Published online Jun 1, 2004. doi: 10.3748/wjg.v10.i11.1612
Revised: December 4, 2003
Accepted: December 8, 2003
Published online: June 1, 2004
AIM: To investigate the modification of baculovirus vector and the feasibility of delivering exogenous genes into mammalian cells with the culture supernatant of Spodoptera frugiperta (Sf9) cells infected by recombinant baculoviruses.
METHODS: Two recombinant baculoviruses (BacV-CMV-EGFPA, BacV-CMV-EGFPB) containing CMV-EGFP expression cassette were constructed. HepG2 cells were directly incubated with the culture supernatant of Sf9 cells infected by recombinant baculoviruses, and reporter gene transfer and expression efficiencies were analyzed by flow cytometry (FCM). The optimal transduction conditions were investigated by FCM assay in HepG2 cells. Gene-transfer and expression efficiencies in HepG2 or CV1 cells by baculovirus vectors were compared with lipofectAMINE, recombinant retrovirus and vaccinia virus expression systems. Twenty different mammalian cell lines were used to investigate the feasibility of delivering exogenous genes into different mammalian cells with the culture supernatant of infected Sf9 cells.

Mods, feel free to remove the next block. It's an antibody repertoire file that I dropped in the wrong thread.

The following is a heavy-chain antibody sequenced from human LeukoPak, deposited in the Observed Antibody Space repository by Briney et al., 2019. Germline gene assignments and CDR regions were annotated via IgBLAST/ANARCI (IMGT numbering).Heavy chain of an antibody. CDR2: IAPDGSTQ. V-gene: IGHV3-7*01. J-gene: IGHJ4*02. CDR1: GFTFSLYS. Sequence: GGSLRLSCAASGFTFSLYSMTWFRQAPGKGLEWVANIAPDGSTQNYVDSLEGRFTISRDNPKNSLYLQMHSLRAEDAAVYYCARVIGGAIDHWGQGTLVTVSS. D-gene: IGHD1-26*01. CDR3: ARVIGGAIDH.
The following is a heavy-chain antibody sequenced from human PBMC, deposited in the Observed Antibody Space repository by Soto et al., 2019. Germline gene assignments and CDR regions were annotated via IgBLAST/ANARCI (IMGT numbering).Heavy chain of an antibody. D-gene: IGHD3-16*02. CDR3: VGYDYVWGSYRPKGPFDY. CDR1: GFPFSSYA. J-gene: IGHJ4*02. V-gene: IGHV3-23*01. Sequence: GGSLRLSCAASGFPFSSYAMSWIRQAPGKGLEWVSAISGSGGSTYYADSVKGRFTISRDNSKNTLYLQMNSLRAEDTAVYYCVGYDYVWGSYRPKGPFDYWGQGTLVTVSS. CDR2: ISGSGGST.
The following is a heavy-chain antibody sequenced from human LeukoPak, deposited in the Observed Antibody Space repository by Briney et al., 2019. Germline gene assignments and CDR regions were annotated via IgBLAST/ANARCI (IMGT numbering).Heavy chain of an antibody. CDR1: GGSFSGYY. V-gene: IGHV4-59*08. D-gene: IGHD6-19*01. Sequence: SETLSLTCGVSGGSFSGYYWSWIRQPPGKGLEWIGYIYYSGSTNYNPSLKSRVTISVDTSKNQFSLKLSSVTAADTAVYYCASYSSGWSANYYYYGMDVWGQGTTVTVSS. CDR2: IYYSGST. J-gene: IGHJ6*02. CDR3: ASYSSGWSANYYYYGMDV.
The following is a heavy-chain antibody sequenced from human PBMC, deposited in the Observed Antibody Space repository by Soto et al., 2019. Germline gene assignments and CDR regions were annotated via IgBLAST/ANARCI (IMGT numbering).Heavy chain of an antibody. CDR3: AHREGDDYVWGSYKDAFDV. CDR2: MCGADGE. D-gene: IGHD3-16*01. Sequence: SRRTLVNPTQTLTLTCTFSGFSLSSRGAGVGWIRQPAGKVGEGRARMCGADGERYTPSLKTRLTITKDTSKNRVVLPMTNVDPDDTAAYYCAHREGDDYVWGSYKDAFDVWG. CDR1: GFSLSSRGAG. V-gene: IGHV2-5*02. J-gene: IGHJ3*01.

RESULTS: CMV promoter could directly express reporter genes in Sf9 cells with a relatively low efficiency. Target cells incubated with the 1:1 diluted culture supernatant (moi = 50) for 12 h at 37 °C could achieve the highest transduction and expression efficiencies with least impairment to cell viability. Under similar conditions the baculovirus vector could achieve the highest gene-transfer and expression efficiency than lipofectAMINE, recombinant retrovirus and vaccinia virus expression systems. Most mammalian cell lines could be transduced with recombinant baculovirus. In primate adherent culture cells the recombinant baculovirus could arrive the highest infection and expression efficiencies, but it was not very satisfactory in the cell lines from mice and suspended culture cells.
CONCLUSION: Mammalian cells incubated with the culture supernatant of infected Sf9 cells could serve as a very convenient way for rapid and efficient expression of foreign genes in mammalian cells, but it might be more suitable for primate adherent culture cells.